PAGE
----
Your home's septic setup consists of many parts that all depend on the health of the tank. Problems with the septic tank can result in septic backup and overflow; this means that you'd see raw sewage making its way back into your living space through the toilet and drains in the home or that you'll see raw sewage in your yard. Here are the most common tank problems.
1- Improper Maintenance
Many people don't consider how old their septic tank is. In fact, many new homeowners can't identify where their septic tank is on the property. This can mean that the tank has never been maintained or flushed out. Cracks, improper bacteria balance, solid buildup and other problems could be happening now and they're unaware of it until there's a major failure. If you can't recall when your tank was flushed or serviced, or you don't know much about your sewer tank, you should have a professional come and assess the entire system.
2- Old Age
Septic tanks can last many decades, but like many other structures, they may not last forever. That's why regular flushes and professional monitoring can be helpful; a contractor will be able to look for imperfections that require a tank replacement.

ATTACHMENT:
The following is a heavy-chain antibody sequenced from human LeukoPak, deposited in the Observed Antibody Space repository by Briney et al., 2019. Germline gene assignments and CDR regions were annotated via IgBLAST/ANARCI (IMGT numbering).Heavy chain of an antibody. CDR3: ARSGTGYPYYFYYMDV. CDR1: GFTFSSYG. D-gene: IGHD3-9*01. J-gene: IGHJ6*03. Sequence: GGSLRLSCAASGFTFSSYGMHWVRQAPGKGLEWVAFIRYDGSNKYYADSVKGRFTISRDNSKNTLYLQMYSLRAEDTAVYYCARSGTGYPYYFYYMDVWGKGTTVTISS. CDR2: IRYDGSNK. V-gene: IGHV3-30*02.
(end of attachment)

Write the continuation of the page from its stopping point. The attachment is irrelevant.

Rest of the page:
3- Vehicle Damage
If you or others regularly park on the grass or you have heavy equipment that rolls over the septic field often, you could be putting the tank at risk. The pressure of vehicles running over the tank over and over could ultimately cause the tank to collapse. Be aware of where your septic field is and be mindful of traffic on top of it.
4- Tree Roots
As time passes, the baby saplings that your family planted to beautify the yard could mean trouble for the septic tank. Roots can push right into the tank, especially if the tank is old or cracked already. You can use a sewer camera to see if that's the issue and then they can be repaired with patches.
5- Improper Bacteria Balance
At all times, bacteria exist in the tank to break down solids. If this balance is disrupted, solids will build up and can clog the outlet pipe, causing a backup. A contractor can test the bacteria and restore the balance.
Any of these tank problems can be inconvenient and make a huge mess. If you suspect that these problems are affecting your own tank or simply want to be sure they are not, contact sewer contractors. Should you need any tank repairs, those can be completed before a major tank failure. To learn more, visit a website like http://www.southernsanitarysystems.com.